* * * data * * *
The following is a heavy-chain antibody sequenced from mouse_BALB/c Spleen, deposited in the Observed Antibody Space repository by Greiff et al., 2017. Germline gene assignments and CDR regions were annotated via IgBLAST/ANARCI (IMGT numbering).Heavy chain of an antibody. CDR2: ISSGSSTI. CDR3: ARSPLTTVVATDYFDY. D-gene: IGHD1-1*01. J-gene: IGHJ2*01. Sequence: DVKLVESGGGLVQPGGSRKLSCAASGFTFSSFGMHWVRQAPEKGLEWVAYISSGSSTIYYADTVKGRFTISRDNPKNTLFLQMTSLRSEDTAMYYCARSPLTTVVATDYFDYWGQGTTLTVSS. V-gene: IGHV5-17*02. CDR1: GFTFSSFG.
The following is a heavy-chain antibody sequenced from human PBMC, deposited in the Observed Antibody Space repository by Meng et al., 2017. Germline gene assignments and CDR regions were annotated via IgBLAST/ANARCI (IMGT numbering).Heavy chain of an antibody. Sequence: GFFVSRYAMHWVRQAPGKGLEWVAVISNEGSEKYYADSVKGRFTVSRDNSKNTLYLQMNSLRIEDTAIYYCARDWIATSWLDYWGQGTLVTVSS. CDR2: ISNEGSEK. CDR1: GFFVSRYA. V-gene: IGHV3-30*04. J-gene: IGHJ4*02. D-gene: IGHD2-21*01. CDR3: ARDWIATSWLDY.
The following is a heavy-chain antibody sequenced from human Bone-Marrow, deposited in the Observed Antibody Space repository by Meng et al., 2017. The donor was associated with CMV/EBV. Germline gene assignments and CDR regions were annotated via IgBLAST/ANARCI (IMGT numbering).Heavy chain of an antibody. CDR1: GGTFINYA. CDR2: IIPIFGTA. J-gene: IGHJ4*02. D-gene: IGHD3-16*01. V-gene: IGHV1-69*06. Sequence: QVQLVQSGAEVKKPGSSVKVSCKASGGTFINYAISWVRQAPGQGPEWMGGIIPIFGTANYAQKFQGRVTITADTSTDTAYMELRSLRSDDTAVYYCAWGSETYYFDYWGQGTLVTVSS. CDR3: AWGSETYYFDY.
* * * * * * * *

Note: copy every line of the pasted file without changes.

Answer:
The following is a heavy-chain antibody sequenced from mouse_BALB/c Spleen, deposited in the Observed Antibody Space repository by Greiff et al., 2017. Germline gene assignments and CDR regions were annotated via IgBLAST/ANARCI (IMGT numbering).Heavy chain of an antibody. CDR2: ISSGSSTI. CDR3: ARSPLTTVVATDYFDY. D-gene: IGHD1-1*01. J-gene: IGHJ2*01. Sequence: DVKLVESGGGLVQPGGSRKLSCAASGFTFSSFGMHWVRQAPEKGLEWVAYISSGSSTIYYADTVKGRFTISRDNPKNTLFLQMTSLRSEDTAMYYCARSPLTTVVATDYFDYWGQGTTLTVSS. V-gene: IGHV5-17*02. CDR1: GFTFSSFG.
The following is a heavy-chain antibody sequenced from human PBMC, deposited in the Observed Antibody Space repository by Meng et al., 2017. Germline gene assignments and CDR regions were annotated via IgBLAST/ANARCI (IMGT numbering).Heavy chain of an antibody. Sequence: GFFVSRYAMHWVRQAPGKGLEWVAVISNEGSEKYYADSVKGRFTVSRDNSKNTLYLQMNSLRIEDTAIYYCARDWIATSWLDYWGQGTLVTVSS. CDR2: ISNEGSEK. CDR1: GFFVSRYA. V-gene: IGHV3-30*04. J-gene: IGHJ4*02. D-gene: IGHD2-21*01. CDR3: ARDWIATSWLDY.
The following is a heavy-chain antibody sequenced from human Bone-Marrow, deposited in the Observed Antibody Space repository by Meng et al., 2017. The donor was associated with CMV/EBV. Germline gene assignments and CDR regions were annotated via IgBLAST/ANARCI (IMGT numbering).Heavy chain of an antibody. CDR1: GGTFINYA. CDR2: IIPIFGTA. J-gene: IGHJ4*02. D-gene: IGHD3-16*01. V-gene: IGHV1-69*06. Sequence: QVQLVQSGAEVKKPGSSVKVSCKASGGTFINYAISWVRQAPGQGPEWMGGIIPIFGTANYAQKFQGRVTITADTSTDTAYMELRSLRSDDTAVYYCAWGSETYYFDYWGQGTLVTVSS. CDR3: AWGSETYYFDY.